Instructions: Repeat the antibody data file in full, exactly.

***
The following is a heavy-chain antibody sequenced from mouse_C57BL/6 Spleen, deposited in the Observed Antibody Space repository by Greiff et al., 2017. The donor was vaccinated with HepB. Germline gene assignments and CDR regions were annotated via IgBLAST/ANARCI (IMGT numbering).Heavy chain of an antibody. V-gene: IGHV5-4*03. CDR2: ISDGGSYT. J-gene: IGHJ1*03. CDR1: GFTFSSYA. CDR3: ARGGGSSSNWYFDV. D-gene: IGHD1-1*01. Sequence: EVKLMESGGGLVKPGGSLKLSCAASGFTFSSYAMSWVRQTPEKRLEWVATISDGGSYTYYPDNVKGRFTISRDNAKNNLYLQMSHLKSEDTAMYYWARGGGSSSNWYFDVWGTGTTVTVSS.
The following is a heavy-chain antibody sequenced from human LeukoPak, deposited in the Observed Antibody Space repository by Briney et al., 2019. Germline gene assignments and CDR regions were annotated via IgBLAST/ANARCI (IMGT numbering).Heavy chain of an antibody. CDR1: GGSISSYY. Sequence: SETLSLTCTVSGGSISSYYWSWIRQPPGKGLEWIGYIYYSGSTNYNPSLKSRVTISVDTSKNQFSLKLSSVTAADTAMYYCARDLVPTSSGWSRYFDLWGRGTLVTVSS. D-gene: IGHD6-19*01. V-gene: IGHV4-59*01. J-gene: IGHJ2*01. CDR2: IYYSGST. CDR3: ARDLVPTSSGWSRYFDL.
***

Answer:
The following is a heavy-chain antibody sequenced from mouse_C57BL/6 Spleen, deposited in the Observed Antibody Space repository by Greiff et al., 2017. The donor was vaccinated with HepB. Germline gene assignments and CDR regions were annotated via IgBLAST/ANARCI (IMGT numbering).Heavy chain of an antibody. V-gene: IGHV5-4*03. CDR2: ISDGGSYT. J-gene: IGHJ1*03. CDR1: GFTFSSYA. CDR3: ARGGGSSSNWYFDV. D-gene: IGHD1-1*01. Sequence: EVKLMESGGGLVKPGGSLKLSCAASGFTFSSYAMSWVRQTPEKRLEWVATISDGGSYTYYPDNVKGRFTISRDNAKNNLYLQMSHLKSEDTAMYYWARGGGSSSNWYFDVWGTGTTVTVSS.
The following is a heavy-chain antibody sequenced from human LeukoPak, deposited in the Observed Antibody Space repository by Briney et al., 2019. Germline gene assignments and CDR regions were annotated via IgBLAST/ANARCI (IMGT numbering).Heavy chain of an antibody. CDR1: GGSISSYY. Sequence: SETLSLTCTVSGGSISSYYWSWIRQPPGKGLEWIGYIYYSGSTNYNPSLKSRVTISVDTSKNQFSLKLSSVTAADTAMYYCARDLVPTSSGWSRYFDLWGRGTLVTVSS. D-gene: IGHD6-19*01. V-gene: IGHV4-59*01. J-gene: IGHJ2*01. CDR2: IYYSGST. CDR3: ARDLVPTSSGWSRYFDL.